This will be the best first timer’s guide to Aswan. It is located in the south of Egypt about 81 miles from Luxor, Aswan has long been recognized as an essential gateway city on Egypt’s trade route. As the capital of the Aswan Governate, the town boasts a lovely, serene setting on the Nile River, and is worlds away from the bustling streets of Cairo lying over 500 miles to the north. While Aswan is a much smaller than The City of a Thousand Minarets, the mood is also very different from Cairo’s. An African feel is palpable since Aswan is situated just 200 miles from Sudan’s border.
Ask anyone who’s visited Aswan, and they can vouch––even though the city is a bit off the tourist trail, it’s one of Egypt’s treasures and shouldn’t be missed. This slice of the country promises ancient ruins, museums, beautiful gardens, and a chance to escape the crowds. If you’re planning the ultimate Egypt vacation in 2020, dedicate a few days to exploring Aswan and the surrounding area. Here’s our guide to help you make the most of your time in Aswan.
Best Sites and Attractions in Aswan
One of Aswan’s top attractions, Philae Temple, formerly known as Pilak, is a masterpiece dedicated to Isis, Osiris, and Horus. The temple consists of various pylons (monumental gateways), shrines, and monuments, and was the last to be built in the Classical Egyptian style. UNESCO assisted with relocating the original complex on Philae Island to its current locale on Agilkia Island after Lake Nasser flooded. To access the temple, take a water taxi; the ride only enhances the experience. While observing the carvings and detailing of this work of art up close is the highlight, the distant views of the temple from the Nile River are also spectacular.
The Aswan Dam
Completed in partnership with the Soviet Union in 1971, the Aswan High Dam is an engineering marvel. Spanning the Nile River, the dam was built to catch floodwater during Egypt’s rainy season and then release the water during times of drought. The dam also produces a large amount of electricity for the country: 10 billion kilowatt-hours each year. A guide can help you learn about the dam’s rich history and how its construction affected Egypt’s future.
The Unfinished Obelisk
Still connected to bedrock, the Unfinished Obelisk sits in its original location in Aswan. At about 137 feet, the obelisk would’ve been at least one third larger than all others in Egypt had it been completed. The construction wasn’t finished because of a crack in the granite which supposedly happened during excavation. Although some historians may look at this structure as a failure, the Unfinished Obelisk shows the skill level of the ancient Egyptians. At completion, it would’ve weighed nearly 1,100 tons.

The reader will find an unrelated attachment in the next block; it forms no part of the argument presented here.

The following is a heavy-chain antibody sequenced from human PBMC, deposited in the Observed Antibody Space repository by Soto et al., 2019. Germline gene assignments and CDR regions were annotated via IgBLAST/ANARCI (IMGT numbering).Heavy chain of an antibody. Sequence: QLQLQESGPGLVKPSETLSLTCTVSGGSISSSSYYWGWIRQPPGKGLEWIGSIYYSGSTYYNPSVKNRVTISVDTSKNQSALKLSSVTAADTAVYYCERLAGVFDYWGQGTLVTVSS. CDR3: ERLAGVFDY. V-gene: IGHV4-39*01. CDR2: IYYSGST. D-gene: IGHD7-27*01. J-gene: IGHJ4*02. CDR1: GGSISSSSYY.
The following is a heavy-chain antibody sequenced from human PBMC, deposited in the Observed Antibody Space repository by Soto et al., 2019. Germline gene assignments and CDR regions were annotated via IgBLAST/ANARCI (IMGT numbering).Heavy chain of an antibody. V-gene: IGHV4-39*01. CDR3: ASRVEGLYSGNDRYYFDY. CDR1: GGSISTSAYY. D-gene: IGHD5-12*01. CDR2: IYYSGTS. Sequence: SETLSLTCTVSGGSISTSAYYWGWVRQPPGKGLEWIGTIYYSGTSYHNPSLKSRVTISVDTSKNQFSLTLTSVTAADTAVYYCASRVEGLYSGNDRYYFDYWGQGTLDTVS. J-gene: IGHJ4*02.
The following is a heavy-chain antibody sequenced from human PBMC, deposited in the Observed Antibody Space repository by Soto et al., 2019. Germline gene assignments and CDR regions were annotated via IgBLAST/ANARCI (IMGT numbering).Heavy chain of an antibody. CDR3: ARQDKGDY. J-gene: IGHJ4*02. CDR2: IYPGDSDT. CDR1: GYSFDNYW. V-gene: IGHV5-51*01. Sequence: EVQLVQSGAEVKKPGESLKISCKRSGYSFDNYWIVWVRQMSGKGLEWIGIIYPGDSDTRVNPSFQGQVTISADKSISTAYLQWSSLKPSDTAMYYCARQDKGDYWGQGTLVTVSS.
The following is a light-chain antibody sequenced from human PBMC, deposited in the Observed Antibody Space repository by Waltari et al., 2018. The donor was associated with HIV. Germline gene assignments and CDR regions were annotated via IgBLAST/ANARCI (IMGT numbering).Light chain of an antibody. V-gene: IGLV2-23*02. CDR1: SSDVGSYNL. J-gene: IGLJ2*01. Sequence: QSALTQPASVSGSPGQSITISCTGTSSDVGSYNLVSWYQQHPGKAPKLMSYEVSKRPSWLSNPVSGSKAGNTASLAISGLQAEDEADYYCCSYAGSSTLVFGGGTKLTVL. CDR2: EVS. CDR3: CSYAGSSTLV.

The Nubian Museum
To learn more about this ancient civilization of Nubian people and Nubian monuments from its origin to present day, visit The Nubian Museum, perched on a hillside across from the Basma Hotel. The small museum pays tribute to Nubian culture and heritage through three levels of exhibitions as well as beautifully landscaped gardens and public spaces. Housing 3,000 pieces of Egyptian antiquities from Pharaonic, Coptic, and Islamic periods, the institution is organized chronologically. Like many sites in Egypt, the Nubian Museum is best explored as part of an Egypt private tour package if your budget permits.
Located within the Egyptian section of Nubia (part of Nubia lies within Sudan), Abu Simbel is a village close to the Sudanese border. The town is most famous for the grand pair of temples built by King Ramesses II for his wife, Queen Nefertari, striking in their existence and scale. Many Egypt custom luxury tours should include a trip to Abu Simbel, a four-hour drive each way from Aswan, so ask your private Egyptologist guide. Despite the long travel time, visitors rave about the temples, stating that Abu Simbel was one of their most favorite days spent in Egypt and well worth the trek.
Often called El Nabatat or Island of Plants, Kitchener’s Island is a small isle in the Nile River and the site of the Aswan Botanical Garden. A colorful plot teeming with subtropical and exotic trees and plantings from around the globe, this lush parcel is just over one half a mile long and one third a mile wide. The island was a gift to Lord Horatio Kitchener in the late 1800s for his work on the Sudan campaigns. As the best guide to Aswan, this an oasis in Aswan, Kitchener’s Island is a perfect place to relax and recharge.
The largest of Aswan’s islands, Elephantine Island was once a significant trading post, particularly for ivory, which may be the reason for the name (elephantine means elephant in Greek). One of its most impressive attractions is the Nilometer––one of just three on the famed river––a staircase used to gage the Nile’s water level up until the 19th century. Other must-see attractions include the ruins of Abu, the Temple of Khnum, and the Temple of Satet, as well as a collection of artifacts, lovely gardens, and colorful Nubian villages. There’s a public ferry to reach the island, or you can hop a felucca (wooden sailboat) and finish your time on the water with a stop at Elephantine Island. Hotels and guest houses are also available if you’d like to extend your time there.
Monastery of St. Simeon
A boat trip on the Nile and an uphill camel ride lead to the Monastery of St. Simeon, also known as the Anba Hatra Monastery. Set on the west bank of the river opposite Elephantine Island, this Coptic monastery provides a glimpse of the early days of Christianity in Egypt and monks’ lives as far back as the 7th century. Unlike some other Egyptian ruins, this attraction does not draw crowds, making for a much more pleasant experience. If a camel ride isn’t on your bucket list, you can hike through the sand and stone (a more fearless way to reach the ruins), while less adventurous travelers can opt for a taxi instead.
Translating to Valley of the Lions, Wadi al-Subua got its name because of the lion-headed sphinxes leading to the temple. The structure was built when King Ramesses II was in power. As the second-largest Nubian temple after Abu Simbel, Wadi al-Subua is known for its one preserved pylon as well as its stone exterior and inner vestibule and sanctuary, which were sculpted into the bedrock.
The Temple of Kalabsha